From huge tech companies like Uber and Airbnb to small businesses, the impact was felt and uncertainty set in.

FREMONT, CA: According to the International Labour Organization (ILO), 114 million jobs were lost during the pandemic, totalling USD 3.7 trillion in lost labour income. And one of the hardest hit areas was recruiting. Recruiters at some of the largest tech companies were laid off. Recruiters were no longer needed with all hiring on hold, but while laying off the entire recruiting team, two major events took place: it puts companies way behind their hiring goals, and it destroys the hiring machine that was supposed to help to meet those goals. However, the recession was less severe than what was predicted.

Recruiting is currently one of the hottest jobs on the market. 76 per cent of companies believe hiring demand is likely to exceed pre-pandemic levels in the following years. Growth and hiring targets as of now are being aggressively pursued as companies make up for lost time while also rebuilding their recruiting machine that was decimated by layoffs. As companies restart their hiring machines, the adage that old habits die hard rings true. When there is so much movement in the job market, it's easy to fall back on old habits, like using resumes and educational credentials as the primary methods for finding qualified candidates. Many excellent candidates are overlooked because of their gender, educational background, or previous employment. While resumes are a good starting point, they only provide a limited view of a person's capabilities and should not be used to make or break a candidate. Similarly, when companies rely solely on a predetermined list of universities to recruit from, they miss out on a vastly different pool of diverse candidates.

Now is the time to experiment with new hiring methods such as skills assessments that assess a person's ability to do the job. Another option is to use AI-driven assessments that provide job-relevant and role-specific tasks to determine whether a candidate has the necessary skills. If the pandemic has taught anything, it was that work that could be done remotely should be done so. This entails broadening the candidate pool to find the best talent, regardless of location.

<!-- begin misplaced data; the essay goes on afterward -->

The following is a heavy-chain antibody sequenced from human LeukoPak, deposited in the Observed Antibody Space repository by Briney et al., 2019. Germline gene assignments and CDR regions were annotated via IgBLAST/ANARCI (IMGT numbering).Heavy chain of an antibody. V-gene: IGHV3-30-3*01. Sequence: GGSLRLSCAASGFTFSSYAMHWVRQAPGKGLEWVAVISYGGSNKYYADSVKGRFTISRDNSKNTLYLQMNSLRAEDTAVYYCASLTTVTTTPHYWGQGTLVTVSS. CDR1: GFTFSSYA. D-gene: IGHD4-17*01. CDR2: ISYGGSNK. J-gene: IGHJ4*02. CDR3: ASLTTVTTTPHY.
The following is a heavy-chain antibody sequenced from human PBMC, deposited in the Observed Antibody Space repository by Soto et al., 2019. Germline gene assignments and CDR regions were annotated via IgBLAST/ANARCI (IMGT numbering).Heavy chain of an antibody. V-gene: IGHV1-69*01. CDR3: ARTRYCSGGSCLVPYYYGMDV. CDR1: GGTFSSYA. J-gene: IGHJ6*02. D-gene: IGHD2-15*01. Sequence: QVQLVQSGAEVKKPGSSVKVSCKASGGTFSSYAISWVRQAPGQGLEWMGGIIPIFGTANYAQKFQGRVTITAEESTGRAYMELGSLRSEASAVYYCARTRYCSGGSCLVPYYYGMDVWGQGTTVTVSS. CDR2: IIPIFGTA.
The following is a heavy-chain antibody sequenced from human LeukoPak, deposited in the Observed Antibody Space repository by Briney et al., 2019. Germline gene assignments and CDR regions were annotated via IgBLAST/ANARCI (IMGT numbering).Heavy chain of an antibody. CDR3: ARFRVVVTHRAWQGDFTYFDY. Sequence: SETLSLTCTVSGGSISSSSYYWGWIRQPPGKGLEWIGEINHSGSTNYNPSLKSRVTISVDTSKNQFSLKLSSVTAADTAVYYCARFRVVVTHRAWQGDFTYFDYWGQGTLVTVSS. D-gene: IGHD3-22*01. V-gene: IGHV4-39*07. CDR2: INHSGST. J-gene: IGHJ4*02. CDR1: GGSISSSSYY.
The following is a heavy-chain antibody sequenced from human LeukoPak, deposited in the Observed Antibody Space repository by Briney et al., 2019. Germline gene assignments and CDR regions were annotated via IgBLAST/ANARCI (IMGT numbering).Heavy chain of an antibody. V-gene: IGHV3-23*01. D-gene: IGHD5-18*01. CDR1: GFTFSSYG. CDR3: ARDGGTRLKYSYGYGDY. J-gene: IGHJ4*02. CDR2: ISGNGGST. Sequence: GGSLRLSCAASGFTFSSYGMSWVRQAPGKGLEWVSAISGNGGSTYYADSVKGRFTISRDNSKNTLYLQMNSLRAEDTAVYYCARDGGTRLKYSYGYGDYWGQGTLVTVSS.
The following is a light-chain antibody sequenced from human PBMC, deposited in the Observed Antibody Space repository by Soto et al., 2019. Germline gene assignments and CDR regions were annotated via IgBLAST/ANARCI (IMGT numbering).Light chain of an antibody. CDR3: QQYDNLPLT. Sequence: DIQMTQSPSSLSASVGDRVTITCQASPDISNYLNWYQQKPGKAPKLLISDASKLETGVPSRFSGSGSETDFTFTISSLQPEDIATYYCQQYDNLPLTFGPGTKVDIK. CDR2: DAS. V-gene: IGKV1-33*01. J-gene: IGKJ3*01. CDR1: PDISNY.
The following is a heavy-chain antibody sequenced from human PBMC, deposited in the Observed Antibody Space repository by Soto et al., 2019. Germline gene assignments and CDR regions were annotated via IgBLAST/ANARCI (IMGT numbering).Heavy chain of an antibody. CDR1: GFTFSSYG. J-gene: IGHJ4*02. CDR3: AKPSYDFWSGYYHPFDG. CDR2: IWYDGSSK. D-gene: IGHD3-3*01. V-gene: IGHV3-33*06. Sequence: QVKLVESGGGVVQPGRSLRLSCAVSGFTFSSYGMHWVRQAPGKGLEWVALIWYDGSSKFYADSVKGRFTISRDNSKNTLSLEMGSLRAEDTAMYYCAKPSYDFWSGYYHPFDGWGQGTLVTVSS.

1. Revisit open job descriptions: With so many job opportunities available, candidates can be picky and find the exact job they want. To attract a more diverse pool of potential candidates, use intentional language and a positive tone.

2. Look beyond traditional recruiting sites and filters: Sites like LinkedIn and Indeed are excellent places to start, but strict filters and keywords can prevent companies from finding top talent. Relax or change the search filters to broaden the search. And, as previously stated, location is no longer an issue. Extend the search area to find great potential hires all over the country.

3. Remember the candidate's experience: it is not necessary that everyone interviewed has to be hired but how they felt about the process may have a significant impact on the ability to find other people to interview. Remember that bad news spreads just as quickly as good news, and either can change the perception of the company's brand. Candidates should feel that every step of the process is clear and communicated effectively from start to finish. Even if the job wasn't a good fit, make sure the candidate has a positive impression of the company.

The truth is that the job market is extremely competitive — possibly more so than ever. For businesses looking to hire, the cost of using traditional methods is prohibitively expensive. Hiring transactions are moving quickly, and positions are filling up. Companies can find, assess, and hire the right person for the job the first time if they have the right mindset and tools in place.